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of abstraction, triggering higher levels of processing, which also provide a top-down control of attention
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and reasoning.185
In contrast to so-called “attention” mechanisms in artificial neural networks (which are for the most
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part rather narrow interpretations of resource control in general), mental resources (processing power and
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storage in computer systems) are explicitly distributed, whereby filtering of input for useful input patterns
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is just a special case. Another aspect is priming for related information by activating it, which is not limited
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to currently perceived information but can integrate long-term memory content rather than just content of a
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sliding window (as in Transformers) of recent stimuli in input space.191
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Latapie et al. Neurosymbolic Systems of Perception & Cognition: The Role of Attention
3 A NEUROSYMBOLIC ARCHITECTURE AS SYSTEMS OF THINKING
The idea of combining symbolic and sub-symbolic approaches, also known as the neurosymbolic approach,
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is not new. Many researchers are working on integrated neural-symbolic systems which translate symbolic
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knowledge into neural networks (or the other way around), because symbols, relations, and rules should
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have counterparts in the sub-symbolic space. Moreover, the neurosymbolic network needs a symbol
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manipulation that also supports preservation of the structural relations between the two systems without
196
losing the correspondences.197
Currently, Deep Learning and related machine learning methods are primarily subsymbolic. Meanwhile,
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rule-based systems and related reasoning systems are usually strictly symbolic. We consider it possible to
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have a Deep Learning model that demonstrates symbolic cognition (without reasoning mechanisms) that
200
entails the transformation of symbolic representations into subsymbolic ML/DL/statistical models. One
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of the costs associated with such transformation, however, is an inevitable loss of the underlying causal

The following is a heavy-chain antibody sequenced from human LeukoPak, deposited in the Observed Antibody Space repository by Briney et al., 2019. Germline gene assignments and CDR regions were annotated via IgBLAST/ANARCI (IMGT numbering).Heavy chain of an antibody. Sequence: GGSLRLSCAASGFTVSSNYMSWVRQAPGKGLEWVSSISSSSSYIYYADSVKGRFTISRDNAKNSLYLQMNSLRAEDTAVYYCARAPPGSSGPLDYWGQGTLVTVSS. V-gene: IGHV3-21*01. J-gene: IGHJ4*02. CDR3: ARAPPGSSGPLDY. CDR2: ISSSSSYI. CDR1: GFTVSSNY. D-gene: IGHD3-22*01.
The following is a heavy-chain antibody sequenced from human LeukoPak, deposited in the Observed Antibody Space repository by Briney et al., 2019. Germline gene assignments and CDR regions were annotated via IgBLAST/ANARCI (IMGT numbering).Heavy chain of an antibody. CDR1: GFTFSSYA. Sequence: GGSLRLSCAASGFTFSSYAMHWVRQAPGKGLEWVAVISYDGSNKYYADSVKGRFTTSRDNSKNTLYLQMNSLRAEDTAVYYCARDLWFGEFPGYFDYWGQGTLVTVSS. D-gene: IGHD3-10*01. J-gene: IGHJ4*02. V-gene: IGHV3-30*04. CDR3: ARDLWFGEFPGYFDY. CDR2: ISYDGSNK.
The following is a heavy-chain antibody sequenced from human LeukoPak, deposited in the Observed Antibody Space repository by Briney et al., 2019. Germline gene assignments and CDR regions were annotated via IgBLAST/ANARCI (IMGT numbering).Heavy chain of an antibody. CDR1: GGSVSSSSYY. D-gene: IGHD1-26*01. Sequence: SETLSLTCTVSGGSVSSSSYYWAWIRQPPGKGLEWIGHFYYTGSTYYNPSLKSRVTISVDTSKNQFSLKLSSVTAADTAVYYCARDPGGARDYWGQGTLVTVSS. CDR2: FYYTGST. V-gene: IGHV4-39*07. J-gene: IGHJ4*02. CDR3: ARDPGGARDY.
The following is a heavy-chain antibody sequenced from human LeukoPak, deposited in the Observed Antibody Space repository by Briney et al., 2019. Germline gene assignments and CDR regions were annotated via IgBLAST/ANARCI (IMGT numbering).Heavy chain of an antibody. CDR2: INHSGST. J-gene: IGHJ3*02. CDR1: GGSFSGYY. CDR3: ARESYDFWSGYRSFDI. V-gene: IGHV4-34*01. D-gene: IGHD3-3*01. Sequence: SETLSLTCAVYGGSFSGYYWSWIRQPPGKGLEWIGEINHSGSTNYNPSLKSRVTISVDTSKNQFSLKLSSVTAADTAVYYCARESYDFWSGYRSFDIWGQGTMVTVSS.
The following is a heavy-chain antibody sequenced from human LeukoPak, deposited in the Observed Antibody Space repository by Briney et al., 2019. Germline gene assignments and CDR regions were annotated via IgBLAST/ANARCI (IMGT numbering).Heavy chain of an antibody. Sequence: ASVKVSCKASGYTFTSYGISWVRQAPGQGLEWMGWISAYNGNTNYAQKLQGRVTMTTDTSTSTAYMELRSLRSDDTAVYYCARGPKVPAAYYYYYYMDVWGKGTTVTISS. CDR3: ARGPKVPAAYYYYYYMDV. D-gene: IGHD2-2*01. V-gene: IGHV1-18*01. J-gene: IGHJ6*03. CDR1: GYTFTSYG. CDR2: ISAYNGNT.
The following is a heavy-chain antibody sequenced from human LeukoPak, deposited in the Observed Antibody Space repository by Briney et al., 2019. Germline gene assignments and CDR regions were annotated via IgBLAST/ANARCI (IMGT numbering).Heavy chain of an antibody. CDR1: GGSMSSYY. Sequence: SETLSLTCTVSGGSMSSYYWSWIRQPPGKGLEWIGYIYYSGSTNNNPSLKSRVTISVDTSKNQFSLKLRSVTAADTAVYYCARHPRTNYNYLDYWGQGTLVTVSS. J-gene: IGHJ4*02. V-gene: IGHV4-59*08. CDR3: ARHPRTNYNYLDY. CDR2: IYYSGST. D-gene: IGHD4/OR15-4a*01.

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model which may have existed in the symbolic representation (Parisi et al., 2019). Current subsymbolic
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representations are exclusively correlational; information based on spurious correlation is indistinguishable
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from other correlations and causal direction between correlating variables is not represented and thus not
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separable from either of those knowledge sets.206
There is an ongoing interest in bringing symbolic and abstract thinking to Deep Learning, which could
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enable more powerful kinds of learning. Graph neural networks with distinct nodes (Kipf et al., 2018; Van
208
Steenkiste et al., 2018), transformers with discrete positional elements (Vaswani et al., 2017), and modular
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models with bandwidth (Goyal and Bengio, 2020) are examples of attempts in this direction. Liu et al.
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(2021) summarize the advantages of having discrete values (symbols) in a Deep Learning architecture.
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First, using symbols allows a language for inter-modular interaction and learning, whereby the meaning
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of symbols is not innate but determined by the relationships with others (as in Semiotics). Second, it
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allows reusing previously learned symbols in unseen or out-of-order situations, by reinterpreting them in
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a way suitable to the situation. Discretization in Deep Learning may provide systematic generalization
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(recombining existing concepts) but it is currently not very successful (Lake and Baroni, 2018).216
Current hybrid approaches attempt to combine symbolic and subsymbolic models to compensate for